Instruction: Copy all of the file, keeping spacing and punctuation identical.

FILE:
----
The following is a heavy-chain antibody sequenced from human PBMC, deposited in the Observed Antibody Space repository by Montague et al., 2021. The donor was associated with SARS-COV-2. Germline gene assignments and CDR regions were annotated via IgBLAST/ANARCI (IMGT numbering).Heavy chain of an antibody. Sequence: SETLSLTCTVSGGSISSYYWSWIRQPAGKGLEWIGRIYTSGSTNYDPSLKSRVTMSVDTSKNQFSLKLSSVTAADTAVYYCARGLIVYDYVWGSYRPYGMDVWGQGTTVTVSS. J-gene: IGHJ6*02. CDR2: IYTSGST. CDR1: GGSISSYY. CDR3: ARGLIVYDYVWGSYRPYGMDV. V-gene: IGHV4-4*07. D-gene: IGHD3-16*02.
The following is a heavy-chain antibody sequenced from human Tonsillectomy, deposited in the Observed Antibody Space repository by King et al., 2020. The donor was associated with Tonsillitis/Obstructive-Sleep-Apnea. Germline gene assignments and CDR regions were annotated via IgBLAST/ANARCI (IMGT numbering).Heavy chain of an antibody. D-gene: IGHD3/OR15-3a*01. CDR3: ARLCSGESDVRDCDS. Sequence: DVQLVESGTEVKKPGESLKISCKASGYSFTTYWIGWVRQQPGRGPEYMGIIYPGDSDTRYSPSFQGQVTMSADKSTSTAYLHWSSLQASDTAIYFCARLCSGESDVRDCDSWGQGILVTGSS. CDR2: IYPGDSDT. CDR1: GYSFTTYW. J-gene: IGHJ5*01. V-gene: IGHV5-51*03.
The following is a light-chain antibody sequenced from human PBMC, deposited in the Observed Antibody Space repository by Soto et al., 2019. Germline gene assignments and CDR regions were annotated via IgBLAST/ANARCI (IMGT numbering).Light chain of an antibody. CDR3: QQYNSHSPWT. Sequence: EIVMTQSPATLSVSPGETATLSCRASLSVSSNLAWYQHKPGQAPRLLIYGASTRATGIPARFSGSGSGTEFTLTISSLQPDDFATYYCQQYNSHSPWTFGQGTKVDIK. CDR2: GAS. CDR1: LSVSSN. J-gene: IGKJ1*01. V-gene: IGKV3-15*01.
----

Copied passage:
The following is a heavy-chain antibody sequenced from human PBMC, deposited in the Observed Antibody Space repository by Montague et al., 2021. The donor was associated with SARS-COV-2. Germline gene assignments and CDR regions were annotated via IgBLAST/ANARCI (IMGT numbering).Heavy chain of an antibody. Sequence: SETLSLTCTVSGGSISSYYWSWIRQPAGKGLEWIGRIYTSGSTNYDPSLKSRVTMSVDTSKNQFSLKLSSVTAADTAVYYCARGLIVYDYVWGSYRPYGMDVWGQGTTVTVSS. J-gene: IGHJ6*02. CDR2: IYTSGST. CDR1: GGSISSYY. CDR3: ARGLIVYDYVWGSYRPYGMDV. V-gene: IGHV4-4*07. D-gene: IGHD3-16*02.
The following is a heavy-chain antibody sequenced from human Tonsillectomy, deposited in the Observed Antibody Space repository by King et al., 2020. The donor was associated with Tonsillitis/Obstructive-Sleep-Apnea. Germline gene assignments and CDR regions were annotated via IgBLAST/ANARCI (IMGT numbering).Heavy chain of an antibody. D-gene: IGHD3/OR15-3a*01. CDR3: ARLCSGESDVRDCDS. Sequence: DVQLVESGTEVKKPGESLKISCKASGYSFTTYWIGWVRQQPGRGPEYMGIIYPGDSDTRYSPSFQGQVTMSADKSTSTAYLHWSSLQASDTAIYFCARLCSGESDVRDCDSWGQGILVTGSS. CDR2: IYPGDSDT. CDR1: GYSFTTYW. J-gene: IGHJ5*01. V-gene: IGHV5-51*03.
The following is a light-chain antibody sequenced from human PBMC, deposited in the Observed Antibody Space repository by Soto et al., 2019. Germline gene assignments and CDR regions were annotated via IgBLAST/ANARCI (IMGT numbering).Light chain of an antibody. CDR3: QQYNSHSPWT. Sequence: EIVMTQSPATLSVSPGETATLSCRASLSVSSNLAWYQHKPGQAPRLLIYGASTRATGIPARFSGSGSGTEFTLTISSLQPDDFATYYCQQYNSHSPWTFGQGTKVDIK. CDR2: GAS. CDR1: LSVSSN. J-gene: IGKJ1*01. V-gene: IGKV3-15*01.